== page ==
吾有正法眼藏涅槃妙心實相無相微妙法門不立文字教外別傳付囑摩訶迦葉。
I have the treasure of the true dharma eye, I have nirvāṇa as wondrous citta, I know signless dharmatā, the subtle dharma-gate, which is not standing on written word, which is external to scriptures, which is a special dispensation, which is entrusted to Mahākāśyapa.

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Re: Asankhata apart from nibbana in early buddhist schools

Post by cappuccino » Thu Mar 23, 2017 4:58 pm

The Blessed One would never say that the saint does not exist after death.
Yamaka Sutta
Don't wait, the time will never be just right

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Re: Asankhata apart from nibbana in early buddhist schools

Post by Coëmgenu » Thu Mar 23, 2017 6:30 pm

cappuccino wrote:The Blessed One would never say that the saint does not exist after death.
Yamaka Sutta
Isn't this a bit of a misquotation? You forgot to add a "[...]", which is always a good idea to include when you alter a quote, yes?
世尊在靈山會上拈華示眾眾皆默然唯迦葉破顏微笑世尊云
The Lord dwelt at the Vulture Peak with the assembly and plucked a flower as a teaching. The myriad totality were silent, save for Kāśyapa, whose face cracked in a faint smile. The Lord spoke.

吾有正法眼藏涅槃妙心實相無相微妙法門不立文字教外別傳付囑摩訶迦葉。
I have the treasure of the true dharma eye, I have nirvāṇa as wondrous citta, I know signless dharmatā, the subtle dharma-gate, which is not standing on written word, which is external to scriptures, which is a special dispensation, which is entrusted to Mahākāśyapa.

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Re: Asankhata apart from nibbana in early buddhist schools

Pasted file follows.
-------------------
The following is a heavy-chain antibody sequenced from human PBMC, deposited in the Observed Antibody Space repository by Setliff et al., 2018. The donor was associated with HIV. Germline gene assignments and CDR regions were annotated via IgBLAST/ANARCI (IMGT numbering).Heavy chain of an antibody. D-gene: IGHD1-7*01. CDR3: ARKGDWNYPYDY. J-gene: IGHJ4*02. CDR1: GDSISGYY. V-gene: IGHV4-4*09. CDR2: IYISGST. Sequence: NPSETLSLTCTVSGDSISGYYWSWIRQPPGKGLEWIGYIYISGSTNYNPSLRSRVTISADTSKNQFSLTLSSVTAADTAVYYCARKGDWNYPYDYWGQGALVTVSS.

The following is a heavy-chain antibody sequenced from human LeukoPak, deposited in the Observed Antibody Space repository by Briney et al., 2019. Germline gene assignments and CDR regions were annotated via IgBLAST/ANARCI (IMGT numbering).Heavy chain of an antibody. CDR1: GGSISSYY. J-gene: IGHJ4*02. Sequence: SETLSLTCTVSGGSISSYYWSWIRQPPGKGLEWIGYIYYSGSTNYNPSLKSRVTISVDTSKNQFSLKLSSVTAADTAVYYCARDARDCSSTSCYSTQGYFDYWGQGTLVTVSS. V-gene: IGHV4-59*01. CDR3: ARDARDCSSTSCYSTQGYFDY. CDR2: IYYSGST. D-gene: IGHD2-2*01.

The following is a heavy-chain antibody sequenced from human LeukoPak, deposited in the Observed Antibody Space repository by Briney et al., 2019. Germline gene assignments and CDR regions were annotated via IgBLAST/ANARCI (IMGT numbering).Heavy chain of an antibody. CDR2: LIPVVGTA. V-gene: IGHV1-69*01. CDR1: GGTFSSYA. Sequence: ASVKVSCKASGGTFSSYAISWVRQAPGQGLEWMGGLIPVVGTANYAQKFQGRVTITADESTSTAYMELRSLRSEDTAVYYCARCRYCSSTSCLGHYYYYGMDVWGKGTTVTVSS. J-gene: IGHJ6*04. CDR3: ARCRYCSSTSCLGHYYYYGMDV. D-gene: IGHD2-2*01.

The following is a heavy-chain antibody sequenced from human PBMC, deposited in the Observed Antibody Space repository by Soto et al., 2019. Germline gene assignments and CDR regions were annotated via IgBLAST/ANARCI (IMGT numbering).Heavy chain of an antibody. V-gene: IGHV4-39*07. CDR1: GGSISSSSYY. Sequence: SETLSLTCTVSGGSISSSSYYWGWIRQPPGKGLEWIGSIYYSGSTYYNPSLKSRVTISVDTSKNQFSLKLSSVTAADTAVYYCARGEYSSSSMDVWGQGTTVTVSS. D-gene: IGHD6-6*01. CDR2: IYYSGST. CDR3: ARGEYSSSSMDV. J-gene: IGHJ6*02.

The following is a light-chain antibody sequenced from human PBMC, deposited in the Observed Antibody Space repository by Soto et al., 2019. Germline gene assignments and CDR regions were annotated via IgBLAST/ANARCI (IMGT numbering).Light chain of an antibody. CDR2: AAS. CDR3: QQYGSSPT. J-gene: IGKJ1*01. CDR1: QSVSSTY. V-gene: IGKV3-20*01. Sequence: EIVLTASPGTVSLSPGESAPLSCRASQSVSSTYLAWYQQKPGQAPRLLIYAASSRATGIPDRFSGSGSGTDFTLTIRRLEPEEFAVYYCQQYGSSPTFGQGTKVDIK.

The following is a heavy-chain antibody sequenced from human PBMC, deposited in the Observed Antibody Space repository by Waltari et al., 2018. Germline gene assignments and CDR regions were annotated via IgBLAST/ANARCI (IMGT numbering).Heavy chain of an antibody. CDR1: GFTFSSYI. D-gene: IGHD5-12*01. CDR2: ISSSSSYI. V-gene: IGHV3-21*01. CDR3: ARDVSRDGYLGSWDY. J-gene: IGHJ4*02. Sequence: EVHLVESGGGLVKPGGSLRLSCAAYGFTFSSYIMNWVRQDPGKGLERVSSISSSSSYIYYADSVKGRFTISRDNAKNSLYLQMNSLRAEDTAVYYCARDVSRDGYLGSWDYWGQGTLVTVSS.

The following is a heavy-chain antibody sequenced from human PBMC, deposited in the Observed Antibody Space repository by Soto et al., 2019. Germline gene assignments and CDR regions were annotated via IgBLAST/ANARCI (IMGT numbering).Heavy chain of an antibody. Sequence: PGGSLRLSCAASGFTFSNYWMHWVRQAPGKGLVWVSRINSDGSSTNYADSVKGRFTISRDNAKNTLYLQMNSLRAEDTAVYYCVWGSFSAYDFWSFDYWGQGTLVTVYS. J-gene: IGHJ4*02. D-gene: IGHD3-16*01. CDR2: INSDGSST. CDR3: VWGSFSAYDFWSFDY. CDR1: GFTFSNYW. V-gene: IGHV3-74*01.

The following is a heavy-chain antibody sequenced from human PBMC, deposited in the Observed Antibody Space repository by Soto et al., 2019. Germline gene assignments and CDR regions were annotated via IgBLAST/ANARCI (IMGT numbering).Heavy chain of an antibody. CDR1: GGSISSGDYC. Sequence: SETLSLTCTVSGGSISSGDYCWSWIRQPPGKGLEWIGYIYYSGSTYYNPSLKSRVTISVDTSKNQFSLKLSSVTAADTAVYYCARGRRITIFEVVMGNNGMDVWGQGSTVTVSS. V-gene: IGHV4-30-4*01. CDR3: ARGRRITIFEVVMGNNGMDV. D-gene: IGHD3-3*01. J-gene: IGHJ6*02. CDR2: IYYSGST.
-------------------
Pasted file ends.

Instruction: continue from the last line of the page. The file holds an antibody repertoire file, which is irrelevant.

Post by cappuccino » Thu Mar 23, 2017 7:38 pm

Coëmgenu wrote:Isn't this a bit of a misquotation?
No.
Don't wait, the time will never be just right

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Re: Asankhata apart from nibbana in early buddhist schools

Post by Coëmgenu » Thu Mar 23, 2017 10:56 pm

cappuccino wrote:
Coëmgenu wrote:Isn't this a bit of a misquotation?
No.
I've been looking for you quote and I cannot find it. There seems to be several lines close to what you wrote, but none with that exact same contents.

Where did you find this quote in the sutta?
世尊在靈山會上拈華示眾眾皆默然唯迦葉破顏微笑世尊云
The Lord dwelt at the Vulture Peak with the assembly and plucked a flower as a teaching. The myriad totality were silent, save for Kāśyapa, whose face cracked in a faint smile. The Lord spoke.

吾有正法眼藏涅槃妙心實相無相微妙法門不立文字教外別傳付囑摩訶迦葉。
I have the treasure of the true dharma eye, I have nirvāṇa as wondrous citta, I know signless dharmatā, the subtle dharma-gate, which is not standing on written word, which is external to scriptures, which is a special dispensation, which is entrusted to Mahākāśyapa.

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Re: Asankhata apart from nibbana in early buddhist schools

Post by cappuccino » Thu Mar 23, 2017 11:20 pm

Coëmgenu wrote:Where did you find this quote in the sutta?
"the Blessed One would not say, 'A monk with no more effluents, on the break-up of the body, is annihilated, perishes, & does not exist after death.'"
Yamaka Sutta
http://www.accesstoinsight.org/tipitaka ... .than.html
Don't wait, the time will never be just right

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Re: Asankhata apart from nibbana in early buddhist schools

Post by cappuccino » Thu Mar 23, 2017 11:34 pm

Don't wait, the time will never be just right

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Re: Asankhata apart from nibbana in early buddhist schools

Post by R1111 = rightviewftw » Fri Mar 24, 2017 2:30 am

tiltbillings wrote:Space.
imo, experiential manifestation of Space is conditioned by perception.